Link to article about the tragedy here.
Minnesota bridge tragedy causes citizens to cry foul
Collapse due to frivolous earmarks, starving the gas tax & diverting funds AWAY from roads/bridges
San Antonio, TX Friday, August 3, 2007 – Citizens against the push for privatizing & tolling our highways in order to address our Nation’s aging infrastructure see the Minnesota bridge tragedy as a transportation wake-up call.
“It’s criminal that our politicians passed a highway bill in 2005 that funded a $223 million bridge to nowhere in Alaska instead of retrofitting this bridge on one of America’s most heavily traveled interstates,” fumes an incensed Terri Hall, Founder/Director of Texans United for Reform and Freedom (TURF). “We have serious misplaced priorities in this country and politicians who are derelict in their duties.”
The 2005 federal highway bill (SAFET-LU) had 6,000 earmarks for frivolous Congressional pet projects taken from our gas taxes at a time when the Bush Administration was pushing the privatization & tolling of our highways saying new taxes were necessary to address congestion and aging infrastructure. By design, they want to DOUBLE TAX toll the traveling public to plug their own leaky boat.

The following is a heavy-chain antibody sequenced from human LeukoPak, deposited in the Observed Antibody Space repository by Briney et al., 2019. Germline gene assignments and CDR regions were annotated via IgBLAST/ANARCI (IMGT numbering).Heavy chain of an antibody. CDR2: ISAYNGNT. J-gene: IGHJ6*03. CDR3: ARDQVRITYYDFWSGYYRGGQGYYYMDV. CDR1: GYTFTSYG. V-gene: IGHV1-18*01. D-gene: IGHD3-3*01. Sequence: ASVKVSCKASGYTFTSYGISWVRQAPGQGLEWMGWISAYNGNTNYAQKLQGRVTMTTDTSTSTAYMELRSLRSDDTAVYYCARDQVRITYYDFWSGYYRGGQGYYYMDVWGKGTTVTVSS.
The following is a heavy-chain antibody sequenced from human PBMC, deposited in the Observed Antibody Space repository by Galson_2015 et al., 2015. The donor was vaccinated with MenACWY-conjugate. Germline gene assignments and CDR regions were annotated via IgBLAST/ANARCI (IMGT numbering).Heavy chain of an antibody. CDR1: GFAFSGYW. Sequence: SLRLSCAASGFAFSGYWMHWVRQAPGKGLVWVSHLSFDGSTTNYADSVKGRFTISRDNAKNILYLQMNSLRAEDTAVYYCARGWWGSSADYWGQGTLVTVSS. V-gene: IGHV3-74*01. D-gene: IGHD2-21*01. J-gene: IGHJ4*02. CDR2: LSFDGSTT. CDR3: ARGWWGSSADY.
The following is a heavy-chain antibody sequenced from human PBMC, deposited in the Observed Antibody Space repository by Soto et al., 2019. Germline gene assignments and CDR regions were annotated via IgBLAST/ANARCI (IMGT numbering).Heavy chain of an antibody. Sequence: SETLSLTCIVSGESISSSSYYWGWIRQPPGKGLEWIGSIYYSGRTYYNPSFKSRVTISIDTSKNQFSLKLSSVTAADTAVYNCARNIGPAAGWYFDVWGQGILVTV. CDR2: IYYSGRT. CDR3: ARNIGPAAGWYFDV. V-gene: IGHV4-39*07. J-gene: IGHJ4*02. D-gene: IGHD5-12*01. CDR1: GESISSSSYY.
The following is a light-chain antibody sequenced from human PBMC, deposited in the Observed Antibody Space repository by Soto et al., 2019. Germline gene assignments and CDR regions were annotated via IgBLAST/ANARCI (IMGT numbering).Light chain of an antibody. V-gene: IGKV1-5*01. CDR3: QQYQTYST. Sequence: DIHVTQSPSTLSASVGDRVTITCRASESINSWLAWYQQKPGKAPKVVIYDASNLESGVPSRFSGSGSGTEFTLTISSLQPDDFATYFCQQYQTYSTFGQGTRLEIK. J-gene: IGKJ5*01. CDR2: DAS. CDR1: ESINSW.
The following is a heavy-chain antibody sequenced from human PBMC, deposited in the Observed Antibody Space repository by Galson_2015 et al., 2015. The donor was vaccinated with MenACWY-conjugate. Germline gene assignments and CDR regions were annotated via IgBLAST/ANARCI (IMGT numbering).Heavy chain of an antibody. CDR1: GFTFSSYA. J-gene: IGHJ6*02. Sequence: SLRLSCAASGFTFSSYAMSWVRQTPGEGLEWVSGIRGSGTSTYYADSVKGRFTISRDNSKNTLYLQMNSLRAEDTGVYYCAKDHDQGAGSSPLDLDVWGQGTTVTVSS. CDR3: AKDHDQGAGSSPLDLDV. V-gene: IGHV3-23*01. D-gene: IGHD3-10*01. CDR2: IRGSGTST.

“What we have are politicians who are now blaming the taxpayers for NOT giving them enough of our money to pay for infrastructure when, in fact, it is they who have habitually pilfered and diverted billions from both federal and state gas tax funds which has caused our infrastructure to fall into disrepair. Now they are guilty of needless loss of life. Truly blood is on their hands,” reflects Hall.
In Texas, twenty-five percent of fuel taxes are diverted to public schools and another 5% to things that don’t relate to highways. The Texas Legislature has diverted $10 billion from the state highway fund in the last 20 years alone while also defrauding taxpayers into thinking the only way out of our infrastructure woes is to now toll us for what our taxes have already built and paid for and to sell our highway system to the highest bidder while STILL failing to keep our bridges and highways safe.
“Let the revolution begin! The public WILL rise-up to boot these politicians out of office if indictments don’t do it first. Heads need to roll rather than to come after us for tolls,” remarks Hall.
Bridge collapse a wake-up call for politicians
By David Alexander
WASHINGTON (Reuters) – U.S. politicians on Thursday treated the collapse of a highway bridge that killed or injured dozens of people as a jarring wake-up call to fix the nation’s aging roads and bridges, but experts have been sounding the alarm for years with limited success.
Governors in at least four states — Illinois, Minnesota, Iowa and Pennsylvania — ordered new bridge inspections or were considering them following the collapse of the highway bridge over the Mississippi River in Minneapolis on Wednesday.
Other governors ordered administrative reviews, while federal lawmakers demanded action.
“A bridge in America just shouldn’t fall down,” said Sen. Amy Klobuchar, a Minnesota Democrat at a news conference in Minneapolis. “We have to get to the bottom of this.”